Friends of Hue Foundation

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Friends of Hue Foundation
Type: 501(c)(3)

Founded: 2000

Location: San Jose, California

Area served: Huế, Vietnam


Children's Shelter at Xuan Phu

HIPE Teaches Proper Sanitation Habits

Thriive lends to local businesses

The Friends of Hue Foundation (FHF) is a 501(c)(3) charitable, non-profit tax-exempt, non-governmental organization officially created in May 2000 in response to the destruction caused by the 1999 Vietnamese floods.[1] Because of its extreme climate and its location directly between the two main cities of the country, Ho Chi Minh City and Hanoi, the Thừa Thiên–Huế Province never flourished much economically and was thus particularly devastated in the event of these floods.[2] Co-founded officially by James M. Freeman and Lieu Thi Dang, FHF's chief goals were to uplift and empower the Huế Province community in both the short and long term through economic, medical, and educational initiatives. FHF continues to be the only registered American non-governmental organization in Huế, Vietnam.[3]


FHF is a multifaceted and flexible NGO that has three main initiatives, each focusing on a different aspect of the foundation's chief goals: Socioeconomic Initiative, Health Initiative and Children's Shelter

Socioeconomic Initiative[edit]

Alternative Microfinance[edit]

FHF is partnered with Thriive, an initiative originally known as the Social Microenterprise Initiative (SMI) under the Arthur B. Schultz Foundation and that is now an independent organization with close ties to its parent foundation.[4] One of the main goals of the Arthur B Schultz Foundation is "improving the quality of life […] through supporting small business entrepreneurs".[5] Reflecting this objective of the Arthur B. Schultz Foundation, Thriive offers a unique sort of microfinance that not only economically assists small businesses, but also encourages social responsibility. In this type of microfinance no monetary exchange actually takes place. Rather, capital is provided to small businesses in the form of manufacturing equipment. The value of the capital, in turn, is paid for in the form of goods or services to the local community instead of monetarily to the lending organization.[6] As a result, the company can give back to the community both short-term goods and services, as well as long-term employment.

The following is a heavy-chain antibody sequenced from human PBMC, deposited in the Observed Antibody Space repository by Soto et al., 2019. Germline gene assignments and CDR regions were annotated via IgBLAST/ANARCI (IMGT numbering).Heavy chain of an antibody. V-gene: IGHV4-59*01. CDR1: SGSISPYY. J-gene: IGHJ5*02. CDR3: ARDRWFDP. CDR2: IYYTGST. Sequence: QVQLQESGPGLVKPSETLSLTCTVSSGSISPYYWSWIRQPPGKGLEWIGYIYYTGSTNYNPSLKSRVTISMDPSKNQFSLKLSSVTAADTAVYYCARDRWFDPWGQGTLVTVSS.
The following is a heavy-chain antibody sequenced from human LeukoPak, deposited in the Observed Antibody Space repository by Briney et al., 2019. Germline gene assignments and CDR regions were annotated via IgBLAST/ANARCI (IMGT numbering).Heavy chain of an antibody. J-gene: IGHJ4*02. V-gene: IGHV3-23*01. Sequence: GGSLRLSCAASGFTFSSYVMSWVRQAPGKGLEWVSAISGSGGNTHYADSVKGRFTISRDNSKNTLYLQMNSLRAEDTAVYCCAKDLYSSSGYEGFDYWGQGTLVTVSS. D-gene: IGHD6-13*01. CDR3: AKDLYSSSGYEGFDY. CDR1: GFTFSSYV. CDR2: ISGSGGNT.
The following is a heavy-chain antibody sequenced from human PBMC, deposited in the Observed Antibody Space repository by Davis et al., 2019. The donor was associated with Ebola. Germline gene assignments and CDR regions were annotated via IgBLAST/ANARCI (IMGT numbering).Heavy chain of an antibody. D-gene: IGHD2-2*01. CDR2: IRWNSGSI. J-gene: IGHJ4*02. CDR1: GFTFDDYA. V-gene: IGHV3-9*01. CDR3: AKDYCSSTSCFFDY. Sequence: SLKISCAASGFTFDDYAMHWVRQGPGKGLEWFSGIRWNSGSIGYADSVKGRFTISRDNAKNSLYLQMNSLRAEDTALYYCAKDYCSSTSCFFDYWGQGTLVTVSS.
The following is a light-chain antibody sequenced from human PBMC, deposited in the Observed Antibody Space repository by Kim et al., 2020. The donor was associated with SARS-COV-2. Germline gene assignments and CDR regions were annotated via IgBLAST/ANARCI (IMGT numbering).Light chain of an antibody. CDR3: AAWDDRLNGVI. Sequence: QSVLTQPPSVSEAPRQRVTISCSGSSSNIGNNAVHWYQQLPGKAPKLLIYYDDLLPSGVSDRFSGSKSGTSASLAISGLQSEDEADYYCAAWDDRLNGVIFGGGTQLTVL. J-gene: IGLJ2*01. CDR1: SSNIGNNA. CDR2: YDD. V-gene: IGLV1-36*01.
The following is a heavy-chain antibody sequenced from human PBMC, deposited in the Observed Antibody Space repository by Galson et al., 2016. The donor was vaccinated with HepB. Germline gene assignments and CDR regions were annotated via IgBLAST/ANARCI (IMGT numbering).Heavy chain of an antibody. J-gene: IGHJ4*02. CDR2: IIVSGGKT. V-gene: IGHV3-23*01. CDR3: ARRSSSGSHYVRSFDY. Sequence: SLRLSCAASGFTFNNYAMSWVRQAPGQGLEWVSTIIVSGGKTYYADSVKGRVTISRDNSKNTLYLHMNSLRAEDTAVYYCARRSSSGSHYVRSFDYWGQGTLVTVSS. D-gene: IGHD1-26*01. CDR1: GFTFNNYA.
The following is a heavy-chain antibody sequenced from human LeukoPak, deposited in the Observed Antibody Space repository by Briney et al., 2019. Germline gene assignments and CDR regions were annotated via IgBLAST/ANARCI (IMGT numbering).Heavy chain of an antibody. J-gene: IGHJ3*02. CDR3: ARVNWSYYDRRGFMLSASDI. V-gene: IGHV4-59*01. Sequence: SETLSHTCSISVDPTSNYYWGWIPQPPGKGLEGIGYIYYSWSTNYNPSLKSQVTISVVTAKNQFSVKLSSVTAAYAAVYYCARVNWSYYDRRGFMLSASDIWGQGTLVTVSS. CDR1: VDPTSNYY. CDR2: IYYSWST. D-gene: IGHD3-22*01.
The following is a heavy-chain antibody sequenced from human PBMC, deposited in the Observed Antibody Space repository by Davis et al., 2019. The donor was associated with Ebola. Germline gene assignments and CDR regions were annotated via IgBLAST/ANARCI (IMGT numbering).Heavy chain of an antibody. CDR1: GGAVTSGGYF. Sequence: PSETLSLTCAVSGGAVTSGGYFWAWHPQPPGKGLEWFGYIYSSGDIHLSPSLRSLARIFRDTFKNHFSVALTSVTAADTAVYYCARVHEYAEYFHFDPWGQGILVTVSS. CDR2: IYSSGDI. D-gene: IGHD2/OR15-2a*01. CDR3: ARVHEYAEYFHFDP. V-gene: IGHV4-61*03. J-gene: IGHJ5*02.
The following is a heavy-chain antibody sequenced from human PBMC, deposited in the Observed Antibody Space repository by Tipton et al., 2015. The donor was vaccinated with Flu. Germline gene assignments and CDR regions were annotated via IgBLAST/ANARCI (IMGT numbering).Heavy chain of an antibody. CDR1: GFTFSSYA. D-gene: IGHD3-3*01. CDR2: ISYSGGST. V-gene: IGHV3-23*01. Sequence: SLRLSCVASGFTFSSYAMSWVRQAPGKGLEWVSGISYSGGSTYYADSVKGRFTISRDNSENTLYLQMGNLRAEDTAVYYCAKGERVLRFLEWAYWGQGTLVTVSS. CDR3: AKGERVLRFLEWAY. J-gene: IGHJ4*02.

Specifically in the ThriiveCapital Loan Program conducted under the partnership between FHF and Thriive, machinery is provided to budding companies in the city of Huế.[7] The repayments have been in the form of services and goods to other members of the community in need. One of the main recipients of these repayment plans has been the students of poor schools in or around Huế, who were provided with new uniforms, furniture, and school materials.[8]

Mending Communities One Stitch at a Time[edit]

This program is a program in the making, designed to create sustainable economic improvements and promote Vietnamese culture. In order to guarantee long-term success for local businesses and their employees, this program will oversee practices that occur beyond the mere buying and selling processes:[9]

  1. Generate a sound business plan
  2. Educate the employees responsible for instructing the artisans in a Train the Trainer